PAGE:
Tuesday, 6 November 2018

You Should Be Reading...Wild's End

Yes, it's another installment of our occasional jaunt through the world of graphic novels! Our subject for this article is a book I finished recently by one of my favourite authors, which certainly didn't disappoint, and I wanted to share with anyone who would listen. It's a bit of a mash-up of styles, with anthropomorphic animals, an early 1900's setting, and alien invaders, but sumptuous artwork and a gripping story bring it all together beautifully into a three-book odyssey unlike anything else you will read!

From First Light to Journey's End, welcome to Wild's End.

Regular collaborators Dan Abnett and Ian (INJ) Culbard have given us some of the best "alternative" comics of recent years; The New Deadwardians, Brink, and Dark Ages should be on everyone's required reading list. For me, Wild's End is their best story to date. I picked up a few issues of the comic in 2014 at the now sadly defunct Demoncon in Maidstone, where I met Dan and discovered his world of comics beyond 2000AD. These were released as the first GN First Light in 2015, closely followed by the second comic run, which was collected in book 2 The Enemy Within a year later. However it wasn't until September of this year that book 3 Journey's End was finally issued to complete the trilogy! Why the gap with no comics release is a bit of a mystery, but it was well worth the wait.

Wild's End is set in rural "England" in an unspecified year (Technology levels would indicate 1920's-30's). The anthropomorphic inhabitants of the village of Lower Crowchurch and its environs are going about their daily lives when, unseen by most, something falls from the sky and crash lands in the woods. Two local drunks /poachers follow the fire in the sky to the landing site, but only one returns! No-one believes his story at first, but when residents in outlying houses are attacked by a glass-domed and steel-tentacled alien machine, things very quickly begin to escalate. We follow a group of frightened but intrepid characters as they investigate, track and confront the alien menace which has appeared amongst them.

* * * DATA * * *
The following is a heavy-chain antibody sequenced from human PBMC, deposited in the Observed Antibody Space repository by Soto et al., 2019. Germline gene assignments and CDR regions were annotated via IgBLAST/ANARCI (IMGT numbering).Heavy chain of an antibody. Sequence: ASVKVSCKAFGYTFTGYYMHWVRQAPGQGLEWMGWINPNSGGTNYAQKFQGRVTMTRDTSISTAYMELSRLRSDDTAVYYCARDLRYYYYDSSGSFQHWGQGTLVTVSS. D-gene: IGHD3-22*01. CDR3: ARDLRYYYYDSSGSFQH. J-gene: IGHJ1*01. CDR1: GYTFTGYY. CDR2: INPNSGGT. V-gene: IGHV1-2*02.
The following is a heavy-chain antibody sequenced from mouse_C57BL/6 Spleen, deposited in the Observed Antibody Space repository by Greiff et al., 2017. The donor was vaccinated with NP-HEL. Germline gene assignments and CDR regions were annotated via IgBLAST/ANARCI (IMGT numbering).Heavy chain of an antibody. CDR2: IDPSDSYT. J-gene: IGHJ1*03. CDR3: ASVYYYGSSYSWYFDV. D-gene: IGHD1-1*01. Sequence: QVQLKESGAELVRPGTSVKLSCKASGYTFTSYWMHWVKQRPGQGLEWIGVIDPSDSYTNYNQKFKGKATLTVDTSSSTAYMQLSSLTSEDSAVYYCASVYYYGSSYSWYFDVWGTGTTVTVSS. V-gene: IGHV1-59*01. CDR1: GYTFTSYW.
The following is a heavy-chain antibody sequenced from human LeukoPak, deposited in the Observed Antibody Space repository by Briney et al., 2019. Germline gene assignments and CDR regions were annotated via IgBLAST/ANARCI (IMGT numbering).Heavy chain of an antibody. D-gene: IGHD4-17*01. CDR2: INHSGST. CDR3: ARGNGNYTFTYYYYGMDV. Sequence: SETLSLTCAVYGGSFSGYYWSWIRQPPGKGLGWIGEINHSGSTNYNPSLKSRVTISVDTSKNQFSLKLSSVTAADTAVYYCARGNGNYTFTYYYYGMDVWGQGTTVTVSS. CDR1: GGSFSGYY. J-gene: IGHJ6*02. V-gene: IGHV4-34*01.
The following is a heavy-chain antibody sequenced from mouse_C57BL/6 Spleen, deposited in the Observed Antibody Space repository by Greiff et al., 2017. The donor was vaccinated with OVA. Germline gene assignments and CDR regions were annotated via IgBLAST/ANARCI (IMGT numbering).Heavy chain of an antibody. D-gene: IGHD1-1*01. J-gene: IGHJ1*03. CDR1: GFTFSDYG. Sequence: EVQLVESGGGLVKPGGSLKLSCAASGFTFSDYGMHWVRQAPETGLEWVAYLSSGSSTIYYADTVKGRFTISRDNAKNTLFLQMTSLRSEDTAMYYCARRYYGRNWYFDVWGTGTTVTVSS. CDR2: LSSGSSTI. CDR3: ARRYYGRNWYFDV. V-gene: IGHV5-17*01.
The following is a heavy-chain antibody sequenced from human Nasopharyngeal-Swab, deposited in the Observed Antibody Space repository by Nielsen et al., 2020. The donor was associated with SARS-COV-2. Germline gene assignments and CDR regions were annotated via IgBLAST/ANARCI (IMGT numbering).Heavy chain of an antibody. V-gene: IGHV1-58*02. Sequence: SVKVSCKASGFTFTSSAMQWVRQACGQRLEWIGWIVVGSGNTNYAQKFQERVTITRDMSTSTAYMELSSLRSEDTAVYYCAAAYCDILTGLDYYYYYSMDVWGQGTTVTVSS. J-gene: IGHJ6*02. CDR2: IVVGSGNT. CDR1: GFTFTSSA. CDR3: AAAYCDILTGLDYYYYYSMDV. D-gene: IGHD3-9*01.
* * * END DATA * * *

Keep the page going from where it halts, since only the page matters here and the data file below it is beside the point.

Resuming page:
What I like most about Dan Abnett's writing is the accessibility of his characters, and this story is no exception. Aided very cleverly by the book's anthropomorphic style, you quickly get a handle on each character as it enters the story, and watch them develop as it progresses. But beware of getting attached to anybody... Mr. Abnett is not afraid to kill any of his creations! This genuine threat gives the story it's edge, and creates a great deal of tension for the reader. In between each chapter (of all three books) there are text pieces related to the main plot, diary entries, military log books, newspaper articles etc. which further enhance the world building development present throughout it. There are also several themes running in the background, including class prejudice and the ignorance of military dogma, which add another layer to an already packed tale, and leave you with a truly rewarding read!

A graphic novel can only work if the art matches up with the story, and Ian Culbard is one of the most talented and capable artists around! Like all the best artwork, the pacing and layout work in perfect synergy with the writing, enhancing the storyline and building the world and characters perfectly. It may seem an odd concept, given we are dealing with anthro animals, but this brings a huge slice of realism and believability to this world!

The long term partnership between these two modern comics masters can only be a good thing, long may it continue! This is my favourite of their output so far, certainly as good as the excellent Brink (currently running in 2000AD), and you should definitely be reading it!

Watch the skies...


By day, David Mustill is a Human Workhorse for a chemical company. Naturally, every possible moment away from this existence is spent gaming and painting miniatures.

A steady diet of rock, metal, punk, comics, gaming, miniatures and genre movies has moulded David into a renaissance geek, for whom no gaming company or genre is too obscure, and no graphic novel is unreadable.

He is currently the Chairman of Milton Hundred Wargames Club, which affords him the privilege of running the Broadside Games Show. He will not let you down. Unless you're after selfies. He is rubbish at selfies...


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